Tornado while backpacking...what to do?

10:08 a.m. on April 25, 2011 (EDT)
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Hi all,

This weekend I SHOULD be going backpacking in the Shawnee National Forest. (very southern tip of Illinois). There has been lots of severe weather down there this week (tornados, hail, high winds) and that got me thinking.

What is the ideal course of action when you are miles from civilization and a tornado is heading your way?

1st thought- find a rock shelter if possible

2nd thought- tie yourself to a large/old/strong tree and hope for the best

3rd thought- find a low point, valley, creek bed and stay low!!!

what are your thoughts?

 

thank you

1:27 p.m. on April 25, 2011 (EDT)
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i dont think a strong tree would be a smart choice, and a creek bed might not be a very good choice either, most of the time in severe storm situations there is alot of rain involved which could make flash flooding an issue. But with that in mind i like to walk creeks and look for arrowheads, last year while walking a creek a sever storm came out of nowhere with dangerously close lightning, i really didnt know what to do, should i stay in the creek which is gonna be a lower spot but then water and electricity do not mix but all around the creeks are tall trees which are lightning magents also, so i found myself running as fast as i could through the woods for at least a mile until i reached the safety of my truck, very scary feeling the thunder was so loud and the lightning was so close. sorry to steal your thread but it kind of goes along with it. Im thinking i would look for a rock shelter or find some sort of ditch or a hole in the ground somewhere.

1:30 p.m. on April 25, 2011 (EDT)
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on a lighter note, shawnee national forest is awesome. Go to "bell smith springs" if you get a chance, its on the opposite side of the forest from garden of the gods area but there are good trails, good bouldering opportunities, one of the largest natural arches east of the mississippi river which you can climb and/or hike up on, and a few water falls as well. I also recommend Rim Rock trail which is very pretty and scenic as well.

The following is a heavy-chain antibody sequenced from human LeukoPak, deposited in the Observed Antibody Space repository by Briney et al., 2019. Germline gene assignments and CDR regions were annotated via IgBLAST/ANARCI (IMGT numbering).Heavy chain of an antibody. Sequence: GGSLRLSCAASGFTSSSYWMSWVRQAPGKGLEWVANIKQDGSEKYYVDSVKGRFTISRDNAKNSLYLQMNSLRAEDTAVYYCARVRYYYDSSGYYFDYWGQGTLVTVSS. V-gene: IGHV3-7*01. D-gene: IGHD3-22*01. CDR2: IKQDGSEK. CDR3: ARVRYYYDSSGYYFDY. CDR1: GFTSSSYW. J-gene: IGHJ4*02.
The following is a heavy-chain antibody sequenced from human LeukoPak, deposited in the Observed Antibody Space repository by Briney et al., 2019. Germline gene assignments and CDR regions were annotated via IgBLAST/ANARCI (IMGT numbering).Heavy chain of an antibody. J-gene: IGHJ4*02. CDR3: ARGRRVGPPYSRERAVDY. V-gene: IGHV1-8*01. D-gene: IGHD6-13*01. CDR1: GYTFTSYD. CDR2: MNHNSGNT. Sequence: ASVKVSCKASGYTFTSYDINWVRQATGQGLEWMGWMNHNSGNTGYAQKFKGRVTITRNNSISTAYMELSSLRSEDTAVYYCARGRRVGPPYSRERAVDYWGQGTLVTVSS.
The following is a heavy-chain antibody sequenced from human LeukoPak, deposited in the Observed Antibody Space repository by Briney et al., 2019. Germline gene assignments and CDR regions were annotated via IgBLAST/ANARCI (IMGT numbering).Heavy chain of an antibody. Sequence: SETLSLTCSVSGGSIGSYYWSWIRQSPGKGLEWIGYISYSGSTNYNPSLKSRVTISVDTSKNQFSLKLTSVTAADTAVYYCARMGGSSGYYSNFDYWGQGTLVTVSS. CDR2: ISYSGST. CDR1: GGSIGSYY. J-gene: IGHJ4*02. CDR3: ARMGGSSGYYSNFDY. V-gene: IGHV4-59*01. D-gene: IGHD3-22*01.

1:54 p.m. on April 25, 2011 (EDT)
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Say hello to the Munchkins for me!

2:17 p.m. on April 25, 2011 (EDT)
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I've been out in a few tornados. To tell you the truth I dont know if one thing is better than the other.  I've stayed in the tent and held it up, and I've droped my tent before. I think dropping the tent and stand there with your rain gear is the best bet. Just go along for the ride and view.

4:32 p.m. on April 25, 2011 (EDT)
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A friend and her husband photographed the worlds highest (Guinness Record) tornado in the Sierra a few years ago.  Although it was above them at 14k', they did get significant large hail.  Not a lot of places to hide at 12k'.

You don't have a lot of options.  You won't be able to hold on to anything to keep you from being blown around and the most important thing is not to be in the way of any debris.  My best guess would be on the ground hopefully in a swale or depression or near a very large rock, and if you can get lower down the side of a valley without hurting yourself try that.  Keep your pack on. That will give your back some protection from being struck by things.

5:09 p.m. on April 25, 2011 (EDT)
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I hear ya on the creekbed Dwoods. i thought about flooding as well.